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Negligent Entrustment of Motor Vehicle

What is Negligence Entrustment of Motor Vehicle? 

Owners of cars, trucks, or motorcycles who entrust their vehicles to an incompetent, reckless, or inexperienced driver are liable under negligent entrustment laws. It is possible for the vehicle owner to be held responsible for damages caused by that person.


The plaintiff must prove five things in order to prove negligent entrustment of a motor vehicle: The motorist was negligent while operating the vehicle; The defendant owned or possessed the vehicle with the permission of the owner; The defendant knew or should have known that the motorist was an incompetent driver; The defendant permitted the driver to drive the vehicle; and The driver’s incompetence, inexperience, or unfitness to drive was a substantial factor in causing harm to the plaintiff.

In addition, giving a motor vehicle to a minor who is not legally or safely permitted to drive is also a crime under California Penal Code 193.8(a).


Legal Definition Of Negligence 

Legal Definition Of Negligence 

If negligent entrustment results in a cause of action, vicarious liability is determined by applying the general negligence laws of California. An individual is considered negligent in California if he or she fails to act in a manner that a reasonably careful person would in the same situation when he or she owes a duty to the defendant.

Duty Of Care

Duty Of Care In A Negligent Entrustment Case

The California Vehicle Code outlines California's duty of care in negligent entrustment cases. Basically, owners or managers of motor vehicles are prohibited from knowingly letting people drive their vehicles if they are not licensed or competent to do so. An owner may not give someone permission to use a vehicle if he or she knows, or should know, that the driver(s): Are underage; Are drunk or stoned; Lack a California driver's license; Have a suspended or revoked license; Are sick in some way that makes driving dangerous; or Have recently been convicted of DUI or reckless driving.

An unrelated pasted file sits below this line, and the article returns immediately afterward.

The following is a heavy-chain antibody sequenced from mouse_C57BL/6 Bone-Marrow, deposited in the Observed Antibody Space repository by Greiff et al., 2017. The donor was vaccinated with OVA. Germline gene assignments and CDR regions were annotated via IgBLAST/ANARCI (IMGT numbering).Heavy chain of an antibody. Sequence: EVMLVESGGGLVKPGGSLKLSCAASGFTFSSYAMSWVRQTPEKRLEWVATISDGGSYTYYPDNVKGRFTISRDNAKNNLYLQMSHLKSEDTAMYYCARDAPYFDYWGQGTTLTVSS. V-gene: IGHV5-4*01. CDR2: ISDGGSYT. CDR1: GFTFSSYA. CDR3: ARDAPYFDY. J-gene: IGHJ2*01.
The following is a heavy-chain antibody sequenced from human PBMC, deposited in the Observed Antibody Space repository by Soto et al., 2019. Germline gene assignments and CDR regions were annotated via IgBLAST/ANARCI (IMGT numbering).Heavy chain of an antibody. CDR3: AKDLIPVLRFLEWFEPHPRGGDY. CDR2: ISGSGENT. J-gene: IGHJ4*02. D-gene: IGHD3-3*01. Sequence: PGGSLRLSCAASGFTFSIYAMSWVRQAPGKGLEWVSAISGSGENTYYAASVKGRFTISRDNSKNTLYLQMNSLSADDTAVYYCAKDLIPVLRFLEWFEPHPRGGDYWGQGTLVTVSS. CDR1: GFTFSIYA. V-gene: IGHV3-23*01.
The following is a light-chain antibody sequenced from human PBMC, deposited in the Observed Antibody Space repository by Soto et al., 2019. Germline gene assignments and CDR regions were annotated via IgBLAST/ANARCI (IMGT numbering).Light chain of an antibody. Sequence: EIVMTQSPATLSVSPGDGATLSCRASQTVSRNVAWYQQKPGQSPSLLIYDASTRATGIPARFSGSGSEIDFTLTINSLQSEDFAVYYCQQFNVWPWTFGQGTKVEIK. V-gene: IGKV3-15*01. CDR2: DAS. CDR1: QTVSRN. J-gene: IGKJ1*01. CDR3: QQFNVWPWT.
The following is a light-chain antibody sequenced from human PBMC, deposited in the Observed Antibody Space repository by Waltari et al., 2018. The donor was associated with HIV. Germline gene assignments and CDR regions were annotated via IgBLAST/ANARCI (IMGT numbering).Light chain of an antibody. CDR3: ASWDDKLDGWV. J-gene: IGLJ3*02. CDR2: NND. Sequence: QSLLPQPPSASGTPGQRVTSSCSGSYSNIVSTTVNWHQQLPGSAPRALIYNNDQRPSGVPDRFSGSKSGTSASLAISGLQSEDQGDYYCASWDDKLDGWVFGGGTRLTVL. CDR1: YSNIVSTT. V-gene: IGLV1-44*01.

California Vehicle Code 14606 (a): No person shall hire, employ, permit, or authorize any other person to drive a motor vehicle owned or controlled by him or her unless the person holds a valid license for driving that vehicle.


California Vehicle Code 14607 states that no person shall permit or cause his child, ward, or employee to drive a vehicle on the highways unless they are licensed according to this code.


Code 14608(a) of the California Vehicle Code requires that a person not rent an automobile unless they meet both of the following requirements: The person who rents the vehicle must be licensed under this code or must be licensed by the state or country where they reside. When renting to another person, the person inspects the driver's license of the person to whom the vehicle is to be rented and compares either their signature with that of the person renting the vehicle whom the vehicle is to be rented or the photograph thereon with the person to whom the vehicle is to be rented.

“Negligent Entrustment Of A Motor Vehicle”

Defenses To “Negligent Entrustment Of A Motor Vehicle”

In a negligent entrustment case, there are potential defenses, including (but not limited to): The car owner (entrustor) did not know and was not aware that the driver was unfit to drive. The driver was not the cause of the accident. It was not the driver who injured the plaintiff. The defendant entrusted the driver with the vehicle as a reasonable person would under similar circumstances.

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